The PIONEER 4 trial compared subcutaneous liraglutide and placebo to oral semaglutide. The trial was also a randomized, double-blind, double-dummy, phase 3a trial. Patients had type 2 diabetes and were recruited from 100 sites and 12 countries. Patients were at least 18 years old, had an HbA1C of 7-9.5%, were taking metformin with or without an SGLT2 inhibitor. The primary endpoint was change from baseline to week 26 in HbA1C and the secondary endpoint was change from baseline to week 26 in body weight. Oral semaglutide was dose escalated to 14mg/d and liraglutide to 1.8mg/d. The trial included 711 patients that were randomized.  Mean change from baseline in HbA1C at week 26 was -1.2% with oral semaglutide, -1.1% with subcutaneous liraglutide, and -0.2% with placebo. Oral semaglutide was non-inferior to subcutaneous liraglutide in decreasing HbA1c  and superior to placebo. Regarding the secondary endpoint, semaglutide was superior compared with both placebo and liraglutide at week 26. The safety and tolerability of the oral semaglutide was like subcutaneous liraglutide. 

Another key question is if this oral form has cardiovascular benefits. The PIONEER 6 trial assessed this. In this trial, they found that the CV risk profile of oral semaglutide was not inferior to that of a placebo, but they did not find superiority over placebo as its injectable form had.

Because compliance is always a major issue in taking a daily pill, this tablet presents even greater issues that may make it difficult for patients to understand and follow the specific directions. These issues include taking the tablet by mouth on an empty stomach when first waking up.  It needs to be taken with a sip of water, not more than 4 ounces. It cannot be chewed or crushed and swallowed whole, and you must wait 30 – 60 minutes before you can eat or drink. And finally, it cannot be taken with any other medications. The cash price is over $800 a month without insurance.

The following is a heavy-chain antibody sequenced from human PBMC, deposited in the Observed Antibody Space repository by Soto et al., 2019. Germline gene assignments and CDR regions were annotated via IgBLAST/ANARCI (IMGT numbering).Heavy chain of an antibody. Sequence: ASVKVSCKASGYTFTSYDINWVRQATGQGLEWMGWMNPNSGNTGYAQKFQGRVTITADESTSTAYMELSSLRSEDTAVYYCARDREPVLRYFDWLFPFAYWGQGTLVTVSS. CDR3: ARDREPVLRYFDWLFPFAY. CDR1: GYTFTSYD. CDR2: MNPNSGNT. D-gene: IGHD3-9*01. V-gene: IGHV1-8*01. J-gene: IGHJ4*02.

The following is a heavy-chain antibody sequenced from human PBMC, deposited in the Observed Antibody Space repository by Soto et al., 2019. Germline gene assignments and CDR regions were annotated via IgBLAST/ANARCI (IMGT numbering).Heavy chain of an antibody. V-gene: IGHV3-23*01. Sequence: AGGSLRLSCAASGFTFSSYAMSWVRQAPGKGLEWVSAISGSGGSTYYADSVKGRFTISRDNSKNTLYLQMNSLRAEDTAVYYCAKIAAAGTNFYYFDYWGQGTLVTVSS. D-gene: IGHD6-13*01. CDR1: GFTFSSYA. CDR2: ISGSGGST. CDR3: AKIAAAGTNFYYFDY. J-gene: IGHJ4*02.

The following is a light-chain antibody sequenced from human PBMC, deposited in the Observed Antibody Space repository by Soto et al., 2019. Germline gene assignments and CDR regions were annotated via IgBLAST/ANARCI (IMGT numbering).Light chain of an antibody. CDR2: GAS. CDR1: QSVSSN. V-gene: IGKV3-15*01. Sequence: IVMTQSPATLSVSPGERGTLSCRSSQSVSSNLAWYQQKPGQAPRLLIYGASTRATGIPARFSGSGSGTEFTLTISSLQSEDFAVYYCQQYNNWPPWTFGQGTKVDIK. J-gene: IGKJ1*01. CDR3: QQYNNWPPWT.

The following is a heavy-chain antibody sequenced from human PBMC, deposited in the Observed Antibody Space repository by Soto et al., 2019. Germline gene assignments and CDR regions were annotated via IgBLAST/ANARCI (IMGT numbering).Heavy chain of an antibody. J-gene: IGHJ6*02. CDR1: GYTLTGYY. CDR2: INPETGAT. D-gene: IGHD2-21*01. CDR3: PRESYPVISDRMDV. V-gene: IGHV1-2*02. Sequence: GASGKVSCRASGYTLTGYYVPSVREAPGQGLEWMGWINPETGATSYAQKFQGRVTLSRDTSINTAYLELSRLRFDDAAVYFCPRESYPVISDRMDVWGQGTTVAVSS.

The results of these studies show that oral semaglutide is a safe and efficacious treatment option for type 2 diabetes. Because of its oral form, it may lead to earlier initiation of GLP-1 receptor agonist therapy. Only doses of 20mg and 40mg of oral semaglutide were comparable to its injectable form, so the 14mg recommended dose may not include all the same benefits. More studies are needed to assess potential CV benefits of this form.

Practice Pearls:

  • Oral semaglutide, brand name Rybelsus, is the first GLP-1 agonist that does not require injection.
  • Oral semaglutide reduces the risk of heart attacks, stroke, and heart-related deaths; reduces A1c, and allows for weight reduction without causing hypoglycemia
  • Oral semaglutide must be taken under specific conditions to ensure efficacy

 

Effect of Oral Semaglutide Compared With Placebo and Subcutaneous Semaglutide on  Glycemic Control in Patients With Type 2 Diabetes: A Randomized Clinical Trial. JAMA. 2017 Oct 17;318(15):1460-1470. doi: 10.1001/jama.2017.14752.

 

Effect of Additional Oral Semaglutide vs Sitagliptin on Glycated Hemoglobin in Adults With Type 2 Diabetes Uncontrolled With Metformin Alone or With Sulfonylurea: The  PIONEER 3 Randomized Clinical Trial. JAMA. 2019 Apr 16;321(15):1466-1480. doi: 10.1001/jama.2019.2942.

 

 Oral semaglutide versus subcutaneous liraglutide and placebo in type 2 diabetes (PIONEER 4): a randomized, double-blind, phase 3a trial. Lancet. 2019 Jul 6;394(10192):39-50.

Oral Semaglutide and Cardiovascular Outcomes in Patients with Type 2 Diabetes. N Engl J Med. 2019 Aug 29;381(9):841-851. doi: 10.1056/NEJMoa1901118.]

 Alessa Grieff, PharmD Candidate, University of South Florida College of Pharmacy

 

For more on oral semaglutide, visit our GLP-1 Agonist therapy center.